Sometimes you need a game that doesn’t require too much brainpower. Fiveamp‘s MergeCrafter is that type of game. That may seem like a strange statement since it is a puzzle game, but it’s meant as a compliment. While not a game for everyone, MergeCrafter is perfect for those looking for a game to play while watching Netflix.
If the title doesn’t give it away, the game uses the merging format. You are given a small plot of land and a couple of miscellaneous items. Similar items need to be combined to create more powerful iterations. For example, when you merge 3 acorns they turn into an oak sapling. By combining these items and completing quests, your land expands, and you gain access to more ingredients to merge. Eventually, you gain an axe to chop down trees, which gives you even more ingredients to merge. It’s a simple gameplay loop that allows you to turn your brain off and have fun.
The game’s main objective is merge things to craft new things. You’ll be doing that on the home screen and in the quests the game offers. It may be repetitive to some, but the lack of stakes works in the game’s favor. There are no real main quests, and the characters are largely inconsequential. The gameplay does not go beyond you moving ingredients to spaces to create more ingredients. But the aesthetic, music and gameplay all come together to create a relaxing experience that’s not too demanding.
I mentioned using an axe to chop down trees. Tool crafting is one of the main uses for the different ingredients you will be merging. The crafting menu gives you the option to craft a variety of axes, pickaxes and other essential items needed for merging and crafting. There are side quests in MergeCrafter, and by completing them you’re given the ability to craft new, stronger tools. Tools are your bread and butter in MergeCrafter. However, they’re also the source of my biggest confusion with the game.
As your island expands you will come across certain blockades that, when tapped, will say, “no tool strong enough was found.” I thought I would naturally come across the materials needed to craft said stronger tools. However, after logging almost 10 hours in game it’s still not apparent what tools are strong enough to break these items. Though MergeCrafter is mostly self-explanatory, these unexplained elements of the game could potentially hinder a player’s enjoyment of the game.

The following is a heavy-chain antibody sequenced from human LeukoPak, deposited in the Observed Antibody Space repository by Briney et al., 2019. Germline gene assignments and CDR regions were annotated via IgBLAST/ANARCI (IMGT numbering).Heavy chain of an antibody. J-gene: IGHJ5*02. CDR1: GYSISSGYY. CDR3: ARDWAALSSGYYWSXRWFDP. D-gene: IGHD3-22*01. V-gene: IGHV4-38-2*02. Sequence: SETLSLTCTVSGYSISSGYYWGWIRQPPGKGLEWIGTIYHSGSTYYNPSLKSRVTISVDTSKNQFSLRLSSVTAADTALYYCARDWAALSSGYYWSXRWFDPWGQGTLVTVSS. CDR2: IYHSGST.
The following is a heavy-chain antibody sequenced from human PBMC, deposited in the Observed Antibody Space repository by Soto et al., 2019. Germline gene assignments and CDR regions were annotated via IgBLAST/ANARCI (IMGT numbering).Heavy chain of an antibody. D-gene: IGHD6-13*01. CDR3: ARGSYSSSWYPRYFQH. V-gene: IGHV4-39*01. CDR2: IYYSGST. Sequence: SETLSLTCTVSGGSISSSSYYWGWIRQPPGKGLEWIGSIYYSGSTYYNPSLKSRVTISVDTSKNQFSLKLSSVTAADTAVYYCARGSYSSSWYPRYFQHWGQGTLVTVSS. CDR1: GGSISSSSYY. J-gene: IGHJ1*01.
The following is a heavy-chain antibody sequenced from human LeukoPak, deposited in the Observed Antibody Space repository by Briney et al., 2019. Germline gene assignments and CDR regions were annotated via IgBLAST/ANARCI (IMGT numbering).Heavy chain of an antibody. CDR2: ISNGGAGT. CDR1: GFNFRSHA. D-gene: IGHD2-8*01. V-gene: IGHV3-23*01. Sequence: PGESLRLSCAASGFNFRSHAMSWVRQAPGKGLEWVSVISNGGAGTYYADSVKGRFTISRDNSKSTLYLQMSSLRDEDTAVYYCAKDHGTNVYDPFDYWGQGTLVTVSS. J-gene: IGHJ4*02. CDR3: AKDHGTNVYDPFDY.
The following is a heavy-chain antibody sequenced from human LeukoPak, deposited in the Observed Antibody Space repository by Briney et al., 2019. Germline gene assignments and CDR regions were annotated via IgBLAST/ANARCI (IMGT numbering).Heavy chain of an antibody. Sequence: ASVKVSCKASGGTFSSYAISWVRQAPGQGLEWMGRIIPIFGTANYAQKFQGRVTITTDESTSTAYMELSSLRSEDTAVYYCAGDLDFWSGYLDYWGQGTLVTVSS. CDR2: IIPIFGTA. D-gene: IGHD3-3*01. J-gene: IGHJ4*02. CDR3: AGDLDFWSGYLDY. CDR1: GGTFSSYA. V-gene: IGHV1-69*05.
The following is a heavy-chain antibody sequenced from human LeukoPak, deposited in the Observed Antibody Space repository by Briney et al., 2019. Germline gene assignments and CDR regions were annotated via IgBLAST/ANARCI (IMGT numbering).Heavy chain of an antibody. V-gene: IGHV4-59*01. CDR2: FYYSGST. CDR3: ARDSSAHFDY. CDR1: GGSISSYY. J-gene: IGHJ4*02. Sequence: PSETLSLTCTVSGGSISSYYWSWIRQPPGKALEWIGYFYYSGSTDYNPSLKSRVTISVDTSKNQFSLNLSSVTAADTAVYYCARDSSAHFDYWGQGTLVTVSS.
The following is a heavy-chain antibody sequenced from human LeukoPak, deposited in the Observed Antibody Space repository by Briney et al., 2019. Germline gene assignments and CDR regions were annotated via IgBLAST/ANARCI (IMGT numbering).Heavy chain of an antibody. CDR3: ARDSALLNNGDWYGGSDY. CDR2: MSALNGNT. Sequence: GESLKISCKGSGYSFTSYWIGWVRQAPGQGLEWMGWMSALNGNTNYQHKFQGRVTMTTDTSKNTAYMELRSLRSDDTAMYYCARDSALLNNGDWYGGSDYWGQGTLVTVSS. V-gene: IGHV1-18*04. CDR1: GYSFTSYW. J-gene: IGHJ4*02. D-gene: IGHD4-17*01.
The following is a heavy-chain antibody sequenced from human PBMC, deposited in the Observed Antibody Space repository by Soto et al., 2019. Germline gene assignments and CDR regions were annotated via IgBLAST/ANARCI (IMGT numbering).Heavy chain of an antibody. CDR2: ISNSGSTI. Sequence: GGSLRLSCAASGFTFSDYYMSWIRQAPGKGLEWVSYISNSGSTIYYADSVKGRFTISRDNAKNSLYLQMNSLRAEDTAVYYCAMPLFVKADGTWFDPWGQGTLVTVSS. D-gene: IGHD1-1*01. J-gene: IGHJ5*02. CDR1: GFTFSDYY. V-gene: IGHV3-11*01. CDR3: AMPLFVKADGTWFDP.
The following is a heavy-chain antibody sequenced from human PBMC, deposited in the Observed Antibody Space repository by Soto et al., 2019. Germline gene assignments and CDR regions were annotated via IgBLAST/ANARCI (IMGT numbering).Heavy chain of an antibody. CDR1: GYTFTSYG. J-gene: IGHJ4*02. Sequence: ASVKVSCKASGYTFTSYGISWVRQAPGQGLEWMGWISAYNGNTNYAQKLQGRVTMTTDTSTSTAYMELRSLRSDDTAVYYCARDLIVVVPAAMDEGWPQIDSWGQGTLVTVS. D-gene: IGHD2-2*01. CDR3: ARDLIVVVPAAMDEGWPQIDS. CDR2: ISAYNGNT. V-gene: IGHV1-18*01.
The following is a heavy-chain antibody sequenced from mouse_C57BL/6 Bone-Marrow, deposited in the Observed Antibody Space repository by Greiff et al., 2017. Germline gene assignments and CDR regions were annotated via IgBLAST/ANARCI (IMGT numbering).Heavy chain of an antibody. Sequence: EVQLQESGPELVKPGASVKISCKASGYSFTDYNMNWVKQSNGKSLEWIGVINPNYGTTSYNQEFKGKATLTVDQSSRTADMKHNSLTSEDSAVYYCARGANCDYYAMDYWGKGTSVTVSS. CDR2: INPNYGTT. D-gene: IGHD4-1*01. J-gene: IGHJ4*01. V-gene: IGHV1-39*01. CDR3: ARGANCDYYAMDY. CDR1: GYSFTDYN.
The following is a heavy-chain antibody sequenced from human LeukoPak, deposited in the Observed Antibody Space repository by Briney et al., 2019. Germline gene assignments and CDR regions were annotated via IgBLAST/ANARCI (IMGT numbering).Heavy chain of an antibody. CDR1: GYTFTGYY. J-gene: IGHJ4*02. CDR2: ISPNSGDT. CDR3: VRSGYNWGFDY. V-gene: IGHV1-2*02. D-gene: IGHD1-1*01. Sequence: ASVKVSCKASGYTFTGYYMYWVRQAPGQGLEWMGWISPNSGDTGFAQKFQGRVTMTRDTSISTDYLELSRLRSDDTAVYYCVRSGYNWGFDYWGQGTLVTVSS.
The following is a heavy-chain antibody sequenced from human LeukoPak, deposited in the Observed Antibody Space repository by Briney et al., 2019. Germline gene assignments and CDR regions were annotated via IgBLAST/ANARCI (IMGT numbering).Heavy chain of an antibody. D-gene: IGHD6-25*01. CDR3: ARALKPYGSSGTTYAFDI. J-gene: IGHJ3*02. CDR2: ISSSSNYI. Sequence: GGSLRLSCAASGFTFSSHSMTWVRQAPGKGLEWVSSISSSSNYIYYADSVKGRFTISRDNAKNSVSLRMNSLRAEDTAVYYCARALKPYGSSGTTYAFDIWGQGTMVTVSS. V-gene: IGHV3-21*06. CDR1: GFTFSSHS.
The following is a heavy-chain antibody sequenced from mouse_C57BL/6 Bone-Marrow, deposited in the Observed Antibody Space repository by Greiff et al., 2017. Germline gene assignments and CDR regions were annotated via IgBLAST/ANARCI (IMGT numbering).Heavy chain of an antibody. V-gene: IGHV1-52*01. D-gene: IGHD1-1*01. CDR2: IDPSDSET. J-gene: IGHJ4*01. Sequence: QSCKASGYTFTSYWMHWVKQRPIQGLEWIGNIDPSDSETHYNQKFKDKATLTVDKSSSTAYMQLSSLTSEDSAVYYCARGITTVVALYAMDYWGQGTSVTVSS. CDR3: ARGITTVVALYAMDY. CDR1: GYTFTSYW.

MergeCrafter also has an issue when it comes to the organization of all your ingredients. New items you acquire are thrown to a random free spot on your island. It’s manageable at first but becomes more of a chore as your land grows. And once you have a large plot of land, keeping track of items is almost impossible. Keeping this in mind going into the game may help players better plan out their island management. But, for players going in blind, it’s easy to clutter up your island without realizing it.
MergeCrafter seems to know what it is. There are elements of the game that can be confusing or frustrating. With that said, the game itself is a relaxing experience that is a perfect mindless experience. It’s not a game that will constantly have you itching to play it, and it’s not trying to be. It’s a game that you’ll turn on a couple of times during the day and play for a few minutes when you’re bored. And it’s great at being that.
Is It Hardcore?
Hardcore isn’t exactly the word I’d use for MergeCrafter. It’s a fun game for those looking for something mindless.